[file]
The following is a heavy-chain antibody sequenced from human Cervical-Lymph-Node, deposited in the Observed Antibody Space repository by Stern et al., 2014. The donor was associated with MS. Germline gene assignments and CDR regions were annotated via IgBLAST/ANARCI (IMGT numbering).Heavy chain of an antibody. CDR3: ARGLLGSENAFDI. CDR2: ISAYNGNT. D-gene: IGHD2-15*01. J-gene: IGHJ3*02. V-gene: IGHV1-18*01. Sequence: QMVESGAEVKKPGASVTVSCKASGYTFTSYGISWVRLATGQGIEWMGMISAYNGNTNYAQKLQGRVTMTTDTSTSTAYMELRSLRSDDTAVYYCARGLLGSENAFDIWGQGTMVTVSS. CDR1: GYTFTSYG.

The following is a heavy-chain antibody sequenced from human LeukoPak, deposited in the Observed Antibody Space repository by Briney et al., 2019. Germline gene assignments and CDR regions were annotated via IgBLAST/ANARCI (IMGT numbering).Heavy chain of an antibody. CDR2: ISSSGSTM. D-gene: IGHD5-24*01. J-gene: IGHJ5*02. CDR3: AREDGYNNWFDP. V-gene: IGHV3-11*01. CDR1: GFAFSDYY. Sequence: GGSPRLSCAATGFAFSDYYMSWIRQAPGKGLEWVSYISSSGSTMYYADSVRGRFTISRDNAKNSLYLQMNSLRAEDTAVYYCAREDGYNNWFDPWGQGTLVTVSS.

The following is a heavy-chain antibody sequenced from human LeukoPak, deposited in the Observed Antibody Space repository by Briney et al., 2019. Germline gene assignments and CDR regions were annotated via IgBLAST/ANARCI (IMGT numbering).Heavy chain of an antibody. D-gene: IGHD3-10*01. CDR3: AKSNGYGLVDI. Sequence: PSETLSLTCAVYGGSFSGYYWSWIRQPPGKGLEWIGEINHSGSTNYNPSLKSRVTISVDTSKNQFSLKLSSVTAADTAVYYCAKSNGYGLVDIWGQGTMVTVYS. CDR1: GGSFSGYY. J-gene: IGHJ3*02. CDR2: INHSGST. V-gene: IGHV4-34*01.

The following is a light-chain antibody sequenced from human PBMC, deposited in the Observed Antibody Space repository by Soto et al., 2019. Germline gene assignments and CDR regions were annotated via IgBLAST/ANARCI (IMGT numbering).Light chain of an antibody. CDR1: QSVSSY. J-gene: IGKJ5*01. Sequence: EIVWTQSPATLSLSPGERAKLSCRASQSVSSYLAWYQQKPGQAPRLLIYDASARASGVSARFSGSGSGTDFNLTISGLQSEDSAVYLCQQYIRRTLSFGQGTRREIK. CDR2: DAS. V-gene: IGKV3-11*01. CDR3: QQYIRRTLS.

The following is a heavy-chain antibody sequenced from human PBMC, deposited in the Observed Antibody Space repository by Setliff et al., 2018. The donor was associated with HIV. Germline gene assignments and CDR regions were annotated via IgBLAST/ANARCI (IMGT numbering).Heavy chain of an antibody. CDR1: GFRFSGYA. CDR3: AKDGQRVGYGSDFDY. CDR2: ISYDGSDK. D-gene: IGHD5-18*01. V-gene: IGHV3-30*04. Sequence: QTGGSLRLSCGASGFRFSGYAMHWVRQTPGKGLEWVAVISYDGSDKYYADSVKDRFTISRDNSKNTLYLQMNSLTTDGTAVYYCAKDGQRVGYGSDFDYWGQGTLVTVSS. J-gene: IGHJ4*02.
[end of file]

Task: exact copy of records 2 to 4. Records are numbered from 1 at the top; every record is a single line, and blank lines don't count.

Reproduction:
The following is a heavy-chain antibody sequenced from human LeukoPak, deposited in the Observed Antibody Space repository by Briney et al., 2019. Germline gene assignments and CDR regions were annotated via IgBLAST/ANARCI (IMGT numbering).Heavy chain of an antibody. CDR2: ISSSGSTM. D-gene: IGHD5-24*01. J-gene: IGHJ5*02. CDR3: AREDGYNNWFDP. V-gene: IGHV3-11*01. CDR1: GFAFSDYY. Sequence: GGSPRLSCAATGFAFSDYYMSWIRQAPGKGLEWVSYISSSGSTMYYADSVRGRFTISRDNAKNSLYLQMNSLRAEDTAVYYCAREDGYNNWFDPWGQGTLVTVSS.

The following is a heavy-chain antibody sequenced from human LeukoPak, deposited in the Observed Antibody Space repository by Briney et al., 2019. Germline gene assignments and CDR regions were annotated via IgBLAST/ANARCI (IMGT numbering).Heavy chain of an antibody. D-gene: IGHD3-10*01. CDR3: AKSNGYGLVDI. Sequence: PSETLSLTCAVYGGSFSGYYWSWIRQPPGKGLEWIGEINHSGSTNYNPSLKSRVTISVDTSKNQFSLKLSSVTAADTAVYYCAKSNGYGLVDIWGQGTMVTVYS. CDR1: GGSFSGYY. J-gene: IGHJ3*02. CDR2: INHSGST. V-gene: IGHV4-34*01.

The following is a light-chain antibody sequenced from human PBMC, deposited in the Observed Antibody Space repository by Soto et al., 2019. Germline gene assignments and CDR regions were annotated via IgBLAST/ANARCI (IMGT numbering).Light chain of an antibody. CDR1: QSVSSY. J-gene: IGKJ5*01. Sequence: EIVWTQSPATLSLSPGERAKLSCRASQSVSSYLAWYQQKPGQAPRLLIYDASARASGVSARFSGSGSGTDFNLTISGLQSEDSAVYLCQQYIRRTLSFGQGTRREIK. CDR2: DAS. V-gene: IGKV3-11*01. CDR3: QQYIRRTLS.